Nunc Coepi

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You would expect Indianapolis Colts quarterback Philip Rivers to make public appearances wearing a cap with the team’s iconic horseshoe. 

But more often than not, the veteran slinger – who is about to finish his 17th season in the NFL – wears a cap that displays two Latin words: Nunc Coepi

That hat “tends to be on my head most of the time, unless I’m asleep,” he says. 

Nunc Coepi (pronounced “cheppy”) is a catchphrase popularized by the Venerable Bruno Lanteri, an 18th century Catholic priest who lived in northern Italy.  It comes from the Latin Vulgate translation of Psalm 77:10.  It means, “Now I begin.” 

Rivers, a committed Catholic, made the phrase his own a number of years ago.  Nunc Coepi “is a never-ending beginning.  You are always beginning.  Now I begin again and again and again.”

Rivers and his wife Tiffany are the parents of nine children, which essentially means they can field their own football team.  He says, “If you ask any of my children, ‘What is Dad’s favorite phrase?  What is our family phrase?’ they would say it immediately.  I really try to apply it to my life all the way through as a dad, as a husband, in my faith, on the football field as a quarterback, as a teammate – anything you can do, you are always beginning again.” 

This week, Rivers and my hometown Colts are definitely beginning again. 

Having squandered a 17-point second-half lead last Sunday to the Great Satan (sorry, I meant to type the words Pittsburgh Steelers), Rivers and crew are now outside the playoffs.  There’s just one weekend left to play, and the Colts will need help from other teams to qualify for the post-season.

Rivers, 38, is not fazed. 

Whether you win or lose, throw a touchdown or an interception, it’s always time to move to the next step.  “We begin again,” he says.  “We begin again.” 

As a dad, Rivers coaches his kids to begin again whenever they struggle with their math, falter on a difficult test, face a towering stack of dirty dishes, or confront a pile of laundry.  “If you look at the whole big pile, it looks like a lot.  But if you just begin again, begin again, and begin again, you look up and then the sink will be clean and the laundry will be folded.”

Nunc Coepi is a crucial watchword for anyone who dreams of living a faithful life. 

January 1 is America’s favorite day for New Beginnings.  “Starting this New Year’s, I will lose weight.  I will quit smoking.  I will keep a lid on my anger.  I will be patient with my spouse and kids.”  But so often we frame such resolutions as Win/Lose.  If we blow one of those promises – and usually we’re not talking about if, but when – our resolve may collapse like a house of cards.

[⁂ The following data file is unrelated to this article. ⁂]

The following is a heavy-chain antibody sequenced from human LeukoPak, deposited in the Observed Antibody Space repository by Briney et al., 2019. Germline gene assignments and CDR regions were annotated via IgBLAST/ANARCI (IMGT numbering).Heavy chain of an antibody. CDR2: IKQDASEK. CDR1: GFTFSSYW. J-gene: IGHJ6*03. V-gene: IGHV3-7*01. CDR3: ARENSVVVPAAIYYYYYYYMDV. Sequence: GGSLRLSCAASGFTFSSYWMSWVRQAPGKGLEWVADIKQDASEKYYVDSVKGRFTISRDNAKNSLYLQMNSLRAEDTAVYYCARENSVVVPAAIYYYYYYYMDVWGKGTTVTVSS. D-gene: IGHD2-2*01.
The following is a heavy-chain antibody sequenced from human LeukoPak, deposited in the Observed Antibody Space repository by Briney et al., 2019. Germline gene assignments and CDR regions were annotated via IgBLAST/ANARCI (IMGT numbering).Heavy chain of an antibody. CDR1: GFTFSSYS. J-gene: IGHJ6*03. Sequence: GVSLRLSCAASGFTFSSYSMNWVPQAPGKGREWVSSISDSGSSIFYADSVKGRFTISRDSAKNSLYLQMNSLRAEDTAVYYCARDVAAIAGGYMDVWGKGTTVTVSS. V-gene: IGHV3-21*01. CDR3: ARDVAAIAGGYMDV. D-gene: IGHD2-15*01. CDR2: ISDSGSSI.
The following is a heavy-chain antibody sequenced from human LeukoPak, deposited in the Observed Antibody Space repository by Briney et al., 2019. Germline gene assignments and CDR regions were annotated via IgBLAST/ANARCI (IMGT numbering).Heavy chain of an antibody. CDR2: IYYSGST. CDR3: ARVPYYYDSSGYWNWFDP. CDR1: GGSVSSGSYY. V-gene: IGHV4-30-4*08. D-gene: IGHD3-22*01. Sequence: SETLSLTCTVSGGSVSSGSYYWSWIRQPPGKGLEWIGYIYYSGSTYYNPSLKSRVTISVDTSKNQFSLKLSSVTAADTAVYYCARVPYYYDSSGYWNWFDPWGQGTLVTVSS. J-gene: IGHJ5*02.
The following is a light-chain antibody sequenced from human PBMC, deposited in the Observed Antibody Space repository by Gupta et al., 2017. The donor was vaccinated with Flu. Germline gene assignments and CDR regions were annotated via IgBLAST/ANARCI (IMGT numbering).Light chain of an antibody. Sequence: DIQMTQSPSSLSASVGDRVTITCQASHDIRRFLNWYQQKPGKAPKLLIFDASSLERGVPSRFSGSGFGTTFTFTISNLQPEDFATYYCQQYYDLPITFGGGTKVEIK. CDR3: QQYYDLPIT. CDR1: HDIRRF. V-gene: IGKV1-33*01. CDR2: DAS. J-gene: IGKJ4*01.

It can feel as if we’ve gone back to Zero.  Now what do we do?

We first remember that an extraordinary proportion of everyday life is less-than-perfect.  Or just flat-out failure.  Our most earnest, heartfelt promises are never enough to keep us heading in the right direction. 

But when it comes to pursuing God, that’s not fatal.

Have I ever “surrendered myself completely to Jesus”?  You bet.  In fact, I’ve done it several hundred times.  And every single time I absolutely meant it. 

You would think that at least one of those spiritual Final Decisions would have “taken.”  But I’ve always found myself in need of starting over.  Does that mean all my previous efforts were in vain? 

It took me a long time to realize this, but each of my previous this-time-I-really-mean-it moments was used by God to bring me to this moment

And this moment matters because it’s the only moment where I can experience, in the here and now, God’s presence and power – even if I’ve faltered in the past.

The Venerable Bruno Lanteri wrote, “If I should fall even a thousand times a day, a thousand times, with peaceful repentance, I will say immediately, Nunc Coepi.”  Now I begin again. 

Or as the gospel song puts it: “A saint is just a sinner who fell down…and got back up.”

2021 is almost upon us.  Despite our fondest wishes, it won’t turn out to be the perfect flip side of this very imperfect 2020.

But whenever we stumble, fall, or run into a roadblock of someone else’s making, we’ll know what to do.

Nunc Coepi

Secure in the realities of God’s grace, power, and forgiveness, we begin again.